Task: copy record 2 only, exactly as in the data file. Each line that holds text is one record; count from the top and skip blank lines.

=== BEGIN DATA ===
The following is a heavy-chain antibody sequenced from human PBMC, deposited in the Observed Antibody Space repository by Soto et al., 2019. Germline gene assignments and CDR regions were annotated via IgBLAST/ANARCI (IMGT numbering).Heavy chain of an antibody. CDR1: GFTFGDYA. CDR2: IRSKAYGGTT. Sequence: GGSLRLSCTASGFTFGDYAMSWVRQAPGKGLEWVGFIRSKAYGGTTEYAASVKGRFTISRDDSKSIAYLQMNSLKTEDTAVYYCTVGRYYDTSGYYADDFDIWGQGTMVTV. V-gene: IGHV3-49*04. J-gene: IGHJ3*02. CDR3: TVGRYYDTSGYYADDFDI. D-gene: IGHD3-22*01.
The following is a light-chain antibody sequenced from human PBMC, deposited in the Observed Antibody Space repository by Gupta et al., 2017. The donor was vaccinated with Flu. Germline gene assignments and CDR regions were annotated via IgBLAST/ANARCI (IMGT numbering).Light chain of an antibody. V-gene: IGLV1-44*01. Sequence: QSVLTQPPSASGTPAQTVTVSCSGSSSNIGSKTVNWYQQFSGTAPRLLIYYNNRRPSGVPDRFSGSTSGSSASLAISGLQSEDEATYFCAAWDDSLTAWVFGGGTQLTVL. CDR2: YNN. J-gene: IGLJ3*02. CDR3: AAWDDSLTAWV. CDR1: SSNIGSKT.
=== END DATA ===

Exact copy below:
The following is a light-chain antibody sequenced from human PBMC, deposited in the Observed Antibody Space repository by Gupta et al., 2017. The donor was vaccinated with Flu. Germline gene assignments and CDR regions were annotated via IgBLAST/ANARCI (IMGT numbering).Light chain of an antibody. V-gene: IGLV1-44*01. Sequence: QSVLTQPPSASGTPAQTVTVSCSGSSSNIGSKTVNWYQQFSGTAPRLLIYYNNRRPSGVPDRFSGSTSGSSASLAISGLQSEDEATYFCAAWDDSLTAWVFGGGTQLTVL. CDR2: YNN. J-gene: IGLJ3*02. CDR3: AAWDDSLTAWV. CDR1: SSNIGSKT.